Hopefully, a number of witnesses have pulled over and are offering assistance in dealing with the immediate aftermath of the accident. Use the help and the time they provide to take more deep breaths. Once you are reasonably calm and can communicate clearly, ask every person there for their name, address, and cell phone number. If possible, type them into the notes field of your cell phone, so you won’t easily lose it. Depending on the circumstances of the accident, the testimony offered by these people could become very helpful. If nothing else, you will want to thank them later for the help they offered in the moment.
6) Exchange information with the driver
The next step is to exchange information with the driver (actually, this is required by law in Washington State). According to the Department of Motor Vehicles website, you will want to collect the following at minimum:
• Name, address, contact details
• Driver’s license number
• Vehicle information and license plate number of the vehicles involved
• Auto insurance information for the motorists involved
Avoid any admission of guilt while speaking to the other driver(s). As best you can, stick to the information exchange and do not admit fault even if you are openly accused.
7) Take more pictures
Record damage to your car and the other cars involved, but also try and capture as best you can the scene overall. Are there relevant street signs that were ignored? Something in the road you swerved to avoid? Skid marks that indicate late breaking, etc? Photograph what you can while it’s fresh.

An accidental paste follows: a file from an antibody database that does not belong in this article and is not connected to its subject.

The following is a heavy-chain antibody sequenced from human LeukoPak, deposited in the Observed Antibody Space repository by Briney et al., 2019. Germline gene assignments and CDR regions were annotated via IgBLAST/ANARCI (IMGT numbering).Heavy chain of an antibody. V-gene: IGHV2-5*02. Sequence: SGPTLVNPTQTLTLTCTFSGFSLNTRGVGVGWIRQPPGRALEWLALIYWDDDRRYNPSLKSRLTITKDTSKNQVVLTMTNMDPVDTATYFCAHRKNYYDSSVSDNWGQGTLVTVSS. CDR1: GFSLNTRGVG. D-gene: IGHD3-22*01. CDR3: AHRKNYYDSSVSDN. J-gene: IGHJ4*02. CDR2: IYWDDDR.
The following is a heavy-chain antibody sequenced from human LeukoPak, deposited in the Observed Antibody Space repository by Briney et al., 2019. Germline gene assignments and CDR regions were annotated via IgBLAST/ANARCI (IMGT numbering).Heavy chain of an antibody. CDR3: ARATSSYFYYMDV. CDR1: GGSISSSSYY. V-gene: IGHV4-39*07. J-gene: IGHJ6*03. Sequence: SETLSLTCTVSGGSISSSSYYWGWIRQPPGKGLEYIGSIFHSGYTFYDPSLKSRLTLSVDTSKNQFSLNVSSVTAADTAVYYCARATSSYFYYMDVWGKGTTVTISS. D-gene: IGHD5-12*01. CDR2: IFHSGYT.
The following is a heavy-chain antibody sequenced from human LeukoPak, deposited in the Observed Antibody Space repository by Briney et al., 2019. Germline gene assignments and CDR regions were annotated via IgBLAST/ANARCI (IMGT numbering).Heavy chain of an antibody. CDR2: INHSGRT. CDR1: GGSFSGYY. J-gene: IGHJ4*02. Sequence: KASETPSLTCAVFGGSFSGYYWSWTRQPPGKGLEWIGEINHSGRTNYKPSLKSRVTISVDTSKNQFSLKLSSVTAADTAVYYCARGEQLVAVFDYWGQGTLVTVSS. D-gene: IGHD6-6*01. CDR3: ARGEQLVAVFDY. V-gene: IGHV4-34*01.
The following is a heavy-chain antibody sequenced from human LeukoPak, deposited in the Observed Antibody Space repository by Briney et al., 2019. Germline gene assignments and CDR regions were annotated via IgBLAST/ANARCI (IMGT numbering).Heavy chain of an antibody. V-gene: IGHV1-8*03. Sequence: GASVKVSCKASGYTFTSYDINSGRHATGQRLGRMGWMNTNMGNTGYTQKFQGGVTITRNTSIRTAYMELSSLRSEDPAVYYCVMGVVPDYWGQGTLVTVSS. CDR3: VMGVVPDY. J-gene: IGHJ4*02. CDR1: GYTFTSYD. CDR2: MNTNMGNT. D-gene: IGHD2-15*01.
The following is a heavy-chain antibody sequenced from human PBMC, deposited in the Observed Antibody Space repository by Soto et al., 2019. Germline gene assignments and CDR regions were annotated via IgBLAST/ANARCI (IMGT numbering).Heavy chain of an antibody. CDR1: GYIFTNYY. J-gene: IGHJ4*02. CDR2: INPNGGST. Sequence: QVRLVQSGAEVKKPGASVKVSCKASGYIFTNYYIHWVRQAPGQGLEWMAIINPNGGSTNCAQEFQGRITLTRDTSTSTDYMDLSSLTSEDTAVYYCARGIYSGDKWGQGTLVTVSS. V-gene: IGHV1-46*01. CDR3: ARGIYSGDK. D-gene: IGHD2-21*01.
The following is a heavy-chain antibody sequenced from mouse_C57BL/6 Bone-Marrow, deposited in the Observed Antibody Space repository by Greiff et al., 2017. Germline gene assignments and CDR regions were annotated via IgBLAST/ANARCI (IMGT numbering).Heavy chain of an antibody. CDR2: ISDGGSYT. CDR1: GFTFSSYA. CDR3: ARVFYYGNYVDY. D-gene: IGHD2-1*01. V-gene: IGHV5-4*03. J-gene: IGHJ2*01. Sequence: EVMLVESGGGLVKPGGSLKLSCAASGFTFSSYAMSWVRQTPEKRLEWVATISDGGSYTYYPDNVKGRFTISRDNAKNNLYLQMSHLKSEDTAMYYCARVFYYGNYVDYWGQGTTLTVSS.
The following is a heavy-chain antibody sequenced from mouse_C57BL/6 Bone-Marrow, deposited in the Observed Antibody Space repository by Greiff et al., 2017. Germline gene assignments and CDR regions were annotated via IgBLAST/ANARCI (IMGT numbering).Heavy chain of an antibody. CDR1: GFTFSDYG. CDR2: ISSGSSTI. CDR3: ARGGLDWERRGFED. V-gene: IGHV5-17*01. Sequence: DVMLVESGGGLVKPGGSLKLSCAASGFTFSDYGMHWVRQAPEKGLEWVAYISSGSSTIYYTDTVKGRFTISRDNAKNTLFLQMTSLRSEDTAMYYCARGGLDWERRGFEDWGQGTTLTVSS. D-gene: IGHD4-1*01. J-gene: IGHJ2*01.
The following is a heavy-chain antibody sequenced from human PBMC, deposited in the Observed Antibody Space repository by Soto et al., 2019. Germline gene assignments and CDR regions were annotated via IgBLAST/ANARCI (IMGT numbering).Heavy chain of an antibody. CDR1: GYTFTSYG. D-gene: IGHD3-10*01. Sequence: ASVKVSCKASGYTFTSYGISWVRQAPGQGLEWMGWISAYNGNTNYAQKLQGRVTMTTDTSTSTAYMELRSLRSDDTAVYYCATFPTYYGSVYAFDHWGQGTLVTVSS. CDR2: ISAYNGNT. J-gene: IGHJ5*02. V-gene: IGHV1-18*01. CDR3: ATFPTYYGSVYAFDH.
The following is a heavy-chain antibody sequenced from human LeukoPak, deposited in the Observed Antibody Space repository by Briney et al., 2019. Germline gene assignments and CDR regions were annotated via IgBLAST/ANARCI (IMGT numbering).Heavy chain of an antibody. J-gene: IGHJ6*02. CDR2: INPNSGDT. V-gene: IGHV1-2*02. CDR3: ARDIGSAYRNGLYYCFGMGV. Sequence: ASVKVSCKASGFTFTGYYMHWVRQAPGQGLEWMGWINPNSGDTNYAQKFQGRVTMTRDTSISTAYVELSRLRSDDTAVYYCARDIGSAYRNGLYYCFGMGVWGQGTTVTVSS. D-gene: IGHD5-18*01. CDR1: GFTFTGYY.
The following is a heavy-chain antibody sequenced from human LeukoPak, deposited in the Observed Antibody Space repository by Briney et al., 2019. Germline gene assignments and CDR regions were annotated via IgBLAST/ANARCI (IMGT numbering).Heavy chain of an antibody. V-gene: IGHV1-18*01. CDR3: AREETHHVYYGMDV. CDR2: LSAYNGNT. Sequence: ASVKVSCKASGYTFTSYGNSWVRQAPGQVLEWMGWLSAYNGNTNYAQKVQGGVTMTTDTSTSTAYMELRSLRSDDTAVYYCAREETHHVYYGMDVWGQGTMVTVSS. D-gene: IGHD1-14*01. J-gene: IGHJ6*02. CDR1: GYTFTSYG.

Later that day and going forward: Cover Yourself
8) Notify your insurance company
Now that your hands have stopped shaking and you can answer detailed questions, call your insurer. If your car is not drivable, notify your insurance company of the accident before calling a tow truck or ordering a cab. Your policy should cover a tow, and they’ll be able to take the car directly to a repair shop that works with your insurance. Regardless, don’t wait too long to call, as failing to report an accident in a timely fashion can lead to a denied claim.
9) Get yourself checked out
Some injuries that result from an accident don’t reveal themselves right away. Consider making an appointment to get yourself looked at if you experience any soreness at all, as early attention to physical issues can help you get in front of an injury that might become chronic if ignored.
10) Consider consulting an attorney
Depending on the situation, you might go ahead and get the help of a professional. Personal injuries, for instance, can be expensive, especially if there are ongoing physical issues that require therapy, etc. If you are determined to have been at fault for the crash, you may find yourself being sued; likewise, if you are hurt and the other driver is at fault, you may need to seek recompense to help pay for your treatment. Be aware that most injury attorneys work on contingency fees, meaning you won’t be paying them unless a case is decided in your favor.